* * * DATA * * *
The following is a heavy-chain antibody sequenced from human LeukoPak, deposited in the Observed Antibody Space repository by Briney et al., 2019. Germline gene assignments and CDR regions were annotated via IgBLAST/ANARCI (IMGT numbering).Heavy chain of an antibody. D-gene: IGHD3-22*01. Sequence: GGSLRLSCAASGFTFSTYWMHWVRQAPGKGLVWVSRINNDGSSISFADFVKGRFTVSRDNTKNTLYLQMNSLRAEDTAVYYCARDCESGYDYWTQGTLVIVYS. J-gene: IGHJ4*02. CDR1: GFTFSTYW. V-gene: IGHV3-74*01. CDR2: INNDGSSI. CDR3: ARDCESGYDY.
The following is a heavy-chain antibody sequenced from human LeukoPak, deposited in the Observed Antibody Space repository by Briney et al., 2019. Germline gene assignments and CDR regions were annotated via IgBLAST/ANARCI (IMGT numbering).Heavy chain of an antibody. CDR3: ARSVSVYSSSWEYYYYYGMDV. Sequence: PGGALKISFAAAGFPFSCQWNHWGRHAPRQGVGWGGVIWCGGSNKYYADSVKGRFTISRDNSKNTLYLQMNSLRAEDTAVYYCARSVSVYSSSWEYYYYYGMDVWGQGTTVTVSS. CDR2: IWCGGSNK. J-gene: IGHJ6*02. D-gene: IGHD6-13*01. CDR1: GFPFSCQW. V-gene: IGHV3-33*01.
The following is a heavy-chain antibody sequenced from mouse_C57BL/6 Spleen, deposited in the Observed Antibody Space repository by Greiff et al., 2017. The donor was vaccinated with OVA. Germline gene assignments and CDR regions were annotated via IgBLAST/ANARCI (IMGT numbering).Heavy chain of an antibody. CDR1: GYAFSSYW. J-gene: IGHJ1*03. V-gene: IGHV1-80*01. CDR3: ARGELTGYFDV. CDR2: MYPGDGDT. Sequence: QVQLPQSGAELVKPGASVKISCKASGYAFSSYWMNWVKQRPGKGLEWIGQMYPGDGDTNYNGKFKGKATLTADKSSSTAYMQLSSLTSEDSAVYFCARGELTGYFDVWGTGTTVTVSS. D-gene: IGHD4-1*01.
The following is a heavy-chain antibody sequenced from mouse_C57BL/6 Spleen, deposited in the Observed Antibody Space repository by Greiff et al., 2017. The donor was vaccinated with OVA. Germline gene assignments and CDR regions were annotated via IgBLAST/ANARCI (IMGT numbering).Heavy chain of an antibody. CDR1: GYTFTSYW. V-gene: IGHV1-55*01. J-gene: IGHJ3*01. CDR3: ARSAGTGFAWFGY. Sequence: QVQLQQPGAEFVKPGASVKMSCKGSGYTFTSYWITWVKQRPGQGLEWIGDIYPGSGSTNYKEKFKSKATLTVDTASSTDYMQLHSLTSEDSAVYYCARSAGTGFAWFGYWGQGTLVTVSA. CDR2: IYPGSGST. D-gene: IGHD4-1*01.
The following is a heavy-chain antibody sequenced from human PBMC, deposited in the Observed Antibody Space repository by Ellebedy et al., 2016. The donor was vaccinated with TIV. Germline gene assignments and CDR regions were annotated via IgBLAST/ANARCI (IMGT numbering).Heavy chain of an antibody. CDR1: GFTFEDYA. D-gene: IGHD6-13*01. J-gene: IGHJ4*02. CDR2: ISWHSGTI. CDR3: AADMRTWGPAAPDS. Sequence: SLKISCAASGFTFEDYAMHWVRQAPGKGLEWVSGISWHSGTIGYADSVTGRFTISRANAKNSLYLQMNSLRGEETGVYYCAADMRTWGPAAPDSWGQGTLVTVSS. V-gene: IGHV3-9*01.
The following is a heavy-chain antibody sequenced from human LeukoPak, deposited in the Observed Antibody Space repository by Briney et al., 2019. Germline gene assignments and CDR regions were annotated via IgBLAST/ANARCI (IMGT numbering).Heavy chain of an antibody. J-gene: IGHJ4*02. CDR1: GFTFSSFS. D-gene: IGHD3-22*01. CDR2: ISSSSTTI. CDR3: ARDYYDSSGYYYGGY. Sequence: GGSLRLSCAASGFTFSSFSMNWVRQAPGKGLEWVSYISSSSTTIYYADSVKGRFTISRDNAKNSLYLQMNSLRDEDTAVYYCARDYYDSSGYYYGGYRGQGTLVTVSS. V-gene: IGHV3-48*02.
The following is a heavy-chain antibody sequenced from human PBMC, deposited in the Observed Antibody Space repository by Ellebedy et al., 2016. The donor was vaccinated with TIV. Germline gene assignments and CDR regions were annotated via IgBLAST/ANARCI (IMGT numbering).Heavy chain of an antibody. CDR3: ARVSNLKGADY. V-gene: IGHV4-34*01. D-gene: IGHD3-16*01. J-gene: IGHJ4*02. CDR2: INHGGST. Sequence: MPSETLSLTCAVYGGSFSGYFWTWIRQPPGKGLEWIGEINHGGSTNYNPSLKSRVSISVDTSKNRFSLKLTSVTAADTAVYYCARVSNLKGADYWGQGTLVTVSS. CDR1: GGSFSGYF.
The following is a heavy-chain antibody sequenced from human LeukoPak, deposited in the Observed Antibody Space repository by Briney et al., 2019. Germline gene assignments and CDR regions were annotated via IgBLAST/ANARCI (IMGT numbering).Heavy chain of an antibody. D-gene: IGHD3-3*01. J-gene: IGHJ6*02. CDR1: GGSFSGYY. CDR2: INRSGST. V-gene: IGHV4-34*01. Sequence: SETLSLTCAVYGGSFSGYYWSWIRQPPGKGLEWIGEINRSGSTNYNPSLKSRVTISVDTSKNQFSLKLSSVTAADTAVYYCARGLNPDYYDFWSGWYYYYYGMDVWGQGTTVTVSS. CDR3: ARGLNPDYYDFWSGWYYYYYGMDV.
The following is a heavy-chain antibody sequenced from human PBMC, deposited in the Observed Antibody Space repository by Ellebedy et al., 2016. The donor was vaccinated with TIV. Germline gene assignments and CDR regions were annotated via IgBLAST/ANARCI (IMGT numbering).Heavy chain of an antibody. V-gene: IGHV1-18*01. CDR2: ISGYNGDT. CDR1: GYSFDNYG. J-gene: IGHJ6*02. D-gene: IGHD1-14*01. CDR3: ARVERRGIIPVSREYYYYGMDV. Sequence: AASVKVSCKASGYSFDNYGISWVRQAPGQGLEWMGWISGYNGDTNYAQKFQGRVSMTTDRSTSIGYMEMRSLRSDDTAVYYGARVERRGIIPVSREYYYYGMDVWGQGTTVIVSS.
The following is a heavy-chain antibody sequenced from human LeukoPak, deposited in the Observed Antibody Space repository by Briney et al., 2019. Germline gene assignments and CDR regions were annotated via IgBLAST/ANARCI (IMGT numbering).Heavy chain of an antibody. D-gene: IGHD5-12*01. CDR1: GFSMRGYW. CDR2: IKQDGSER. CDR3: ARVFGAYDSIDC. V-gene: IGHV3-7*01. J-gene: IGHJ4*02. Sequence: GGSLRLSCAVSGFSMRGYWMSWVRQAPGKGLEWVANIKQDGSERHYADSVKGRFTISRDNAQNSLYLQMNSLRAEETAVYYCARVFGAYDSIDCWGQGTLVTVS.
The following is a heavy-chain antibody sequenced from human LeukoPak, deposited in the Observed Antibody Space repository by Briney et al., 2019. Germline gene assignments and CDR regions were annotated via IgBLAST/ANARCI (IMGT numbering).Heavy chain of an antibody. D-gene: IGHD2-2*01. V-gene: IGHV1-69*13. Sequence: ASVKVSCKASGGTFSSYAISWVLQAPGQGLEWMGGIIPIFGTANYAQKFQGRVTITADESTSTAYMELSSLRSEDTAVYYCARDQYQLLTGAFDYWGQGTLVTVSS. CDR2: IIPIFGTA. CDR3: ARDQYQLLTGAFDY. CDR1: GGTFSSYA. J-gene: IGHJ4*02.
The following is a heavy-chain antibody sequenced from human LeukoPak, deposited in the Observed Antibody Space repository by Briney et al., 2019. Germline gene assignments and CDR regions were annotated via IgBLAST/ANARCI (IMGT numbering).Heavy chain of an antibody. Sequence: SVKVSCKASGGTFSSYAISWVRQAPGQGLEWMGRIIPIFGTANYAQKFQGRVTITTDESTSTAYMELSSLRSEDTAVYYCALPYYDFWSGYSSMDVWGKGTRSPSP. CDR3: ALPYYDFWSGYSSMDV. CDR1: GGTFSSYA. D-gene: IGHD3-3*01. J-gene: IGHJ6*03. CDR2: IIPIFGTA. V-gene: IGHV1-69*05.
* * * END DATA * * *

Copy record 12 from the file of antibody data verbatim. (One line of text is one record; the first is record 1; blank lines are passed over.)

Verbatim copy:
The following is a heavy-chain antibody sequenced from human LeukoPak, deposited in the Observed Antibody Space repository by Briney et al., 2019. Germline gene assignments and CDR regions were annotated via IgBLAST/ANARCI (IMGT numbering).Heavy chain of an antibody. Sequence: SVKVSCKASGGTFSSYAISWVRQAPGQGLEWMGRIIPIFGTANYAQKFQGRVTITTDESTSTAYMELSSLRSEDTAVYYCALPYYDFWSGYSSMDVWGKGTRSPSP. CDR3: ALPYYDFWSGYSSMDV. CDR1: GGTFSSYA. D-gene: IGHD3-3*01. J-gene: IGHJ6*03. CDR2: IIPIFGTA. V-gene: IGHV1-69*05.